Jenn Brazier too, refers to gardens, but hers are the gardens of the soul, the hidden dimensions of the unconscious mind, a concept important in the imagination of mid-20th century surrealists. Her photography does not document reality but attempts to estrange it and contextualize it differently as states of mind.13 Her images are often framed with carved frames, a vestige of the Arts and Crafts movement that was so popular in Adelaide in the Federation era; and her treatment of imagery suggests early photographic portraiture, the silhouettes of paper-cut, and older decorative art-forms such as the painted brooches and miniatures, on ivory or in enamel, of artists included here like Jessie MacDonald and Gum.

Simone Kennedy has always been attracted to painting large surrealistic canvases in the tradition sparked by Hieronymus Bosch in the Northern Renaissance but with a brighter, contemporary twist that tends to converge with inclinations of Neo-Pop and the worlds of anime filmmakers like Hayao Miyazaki. In Hand Over, she explores the role of memory in the cyclical transmission of knowledge. In this exhibition she presents two paintings, the large Failure to thrive, which focuses on the “emotional fragmentation of memory” and a support work that hones in on the hand over moment.14

Through the conceptual, poetic and formal links explored in this exhibition, curator Beverley Southcott, in her selection of artists, has opened up new vistas from the old, and found connections among contemporary practitioners that suggest that a hundred years or so is not long between friends and peers, even beyond the grave. The object is to make sure that art is still meaningful to us in another one hundred years’ time, for, without art, why have we fought wars and striven for our freedoms and ideas? A life of servitude, failed hopes and cynicism is not enough for the human spirit.

Adam Dutkiewicz
November 2016

Notes
1 In 1882 it became the School of Painting and the School of Design; c.1892−93 it was renamed the School of Design, Painting and Technical Art; c.1916 it was referred to in government circles as the South Australian School of Arts and Crafts; and in 1956 the South Australian School of Art. See Jenny Aland, Through the lens of time: 155 Years at the South Australian School of Art, 1861-2016, work-in-progress, to be published 2017.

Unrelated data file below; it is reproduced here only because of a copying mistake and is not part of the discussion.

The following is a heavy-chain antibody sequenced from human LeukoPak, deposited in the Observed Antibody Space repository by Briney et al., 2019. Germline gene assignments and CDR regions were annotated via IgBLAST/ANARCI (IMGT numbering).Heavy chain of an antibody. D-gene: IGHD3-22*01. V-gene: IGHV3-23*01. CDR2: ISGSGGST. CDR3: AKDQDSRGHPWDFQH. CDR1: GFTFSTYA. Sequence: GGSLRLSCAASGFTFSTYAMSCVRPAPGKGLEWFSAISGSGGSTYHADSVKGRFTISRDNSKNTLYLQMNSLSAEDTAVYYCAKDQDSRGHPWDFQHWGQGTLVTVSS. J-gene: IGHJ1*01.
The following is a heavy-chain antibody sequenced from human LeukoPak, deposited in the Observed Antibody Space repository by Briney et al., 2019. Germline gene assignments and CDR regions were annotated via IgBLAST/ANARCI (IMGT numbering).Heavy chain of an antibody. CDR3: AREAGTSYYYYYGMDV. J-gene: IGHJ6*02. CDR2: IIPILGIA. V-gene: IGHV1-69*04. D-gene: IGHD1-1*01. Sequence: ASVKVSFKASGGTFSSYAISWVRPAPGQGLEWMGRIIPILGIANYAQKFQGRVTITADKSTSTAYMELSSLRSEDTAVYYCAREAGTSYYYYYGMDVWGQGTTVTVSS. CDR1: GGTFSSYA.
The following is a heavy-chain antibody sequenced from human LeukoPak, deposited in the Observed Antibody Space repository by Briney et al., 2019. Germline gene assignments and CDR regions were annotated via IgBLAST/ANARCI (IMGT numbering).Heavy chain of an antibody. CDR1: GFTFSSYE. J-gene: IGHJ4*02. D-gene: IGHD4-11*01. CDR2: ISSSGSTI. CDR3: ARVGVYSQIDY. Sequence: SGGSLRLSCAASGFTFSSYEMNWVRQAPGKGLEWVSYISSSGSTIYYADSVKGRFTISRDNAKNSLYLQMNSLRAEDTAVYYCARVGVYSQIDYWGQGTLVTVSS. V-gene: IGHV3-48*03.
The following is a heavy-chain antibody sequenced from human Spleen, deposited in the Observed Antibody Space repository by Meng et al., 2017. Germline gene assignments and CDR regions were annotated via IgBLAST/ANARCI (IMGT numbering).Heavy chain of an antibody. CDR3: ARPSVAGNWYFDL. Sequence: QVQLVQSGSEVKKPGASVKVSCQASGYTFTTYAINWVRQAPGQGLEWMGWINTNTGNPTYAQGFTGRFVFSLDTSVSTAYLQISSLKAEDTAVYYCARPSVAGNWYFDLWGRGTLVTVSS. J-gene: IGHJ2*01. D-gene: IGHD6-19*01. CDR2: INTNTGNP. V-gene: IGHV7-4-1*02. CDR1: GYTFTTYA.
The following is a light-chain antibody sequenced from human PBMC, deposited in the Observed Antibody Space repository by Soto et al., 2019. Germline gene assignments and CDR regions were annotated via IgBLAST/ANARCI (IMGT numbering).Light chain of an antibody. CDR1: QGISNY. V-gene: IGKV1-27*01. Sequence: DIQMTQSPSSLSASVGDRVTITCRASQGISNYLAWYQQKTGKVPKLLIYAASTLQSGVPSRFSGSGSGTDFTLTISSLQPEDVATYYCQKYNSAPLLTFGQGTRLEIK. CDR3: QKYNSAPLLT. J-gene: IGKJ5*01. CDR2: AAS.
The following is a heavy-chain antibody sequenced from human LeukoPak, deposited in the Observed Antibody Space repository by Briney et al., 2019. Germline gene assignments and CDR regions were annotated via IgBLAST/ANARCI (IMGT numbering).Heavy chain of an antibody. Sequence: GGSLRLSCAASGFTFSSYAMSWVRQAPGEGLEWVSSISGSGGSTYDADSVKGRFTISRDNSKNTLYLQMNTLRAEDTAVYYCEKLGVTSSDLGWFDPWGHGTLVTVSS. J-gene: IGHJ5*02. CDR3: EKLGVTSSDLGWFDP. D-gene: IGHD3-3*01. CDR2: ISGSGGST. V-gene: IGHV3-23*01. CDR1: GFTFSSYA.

2 Adam Dutkiewicz (ed.), A Visual History: The Royal South Australian Society of Arts 1856−2016, vol. one (Adelaide, RSASA, 2016), pp. 79, 131, 135.
3 ibid, pp. 75−77, 169−171.
4 ibid, pp. 74, 171.
5 Carolyn Lovitt, A Century In Focus, pp. 160−62.
6 Chistopher Williams-Wynn, “Liminal Vision”, catalogue essay, Beverly Southcott: Conduit Space, Edmund Pearce Gallery, Melbourne, 2013, accessed 12 November 2016, http://edmundpearce.com.au/wp-content/uploads/2014/10/EP_BSouthcott_catalogue_fnl.pdf.
7 An example of that style here is the 1929 Packer/Newsham The Indian upon God fire screen.
8 Avis C Smith, “Changing fortunes: the history of China Painting in South Australia”, PhD thesis, Adelaide, University of Adelaide, 2008, p. 144.
9 Gwen Num, “Maude Gum (1885−1973)”, Gwen Num, “Maude Gum (1885−1973)”, A Visual History, op. cit, p. 355.
10 Rachel Biven, “Mary P. Harris, 1891−1978”, A Visual History, op. cit, p. 365.
11 A Visual History, op. cit, pp. 199−203, 365.
12 Lee Salomone, Artist’s Statement, Hand Over.
13 Jenn Brazier, Artist’s Statement, Hand Over.
14 Simone Kennedy, Artist’s Statement, Hand Over.

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About dutkiewiczarchive

The archive of Dr Adam Jan Dutkiewicz, artist, writer, art historian, researcher, editor, publisher, book designer, proof reader, catalogue designer, exhibition curator and specialist in South Australian art and enthusiast for post-war architecture and design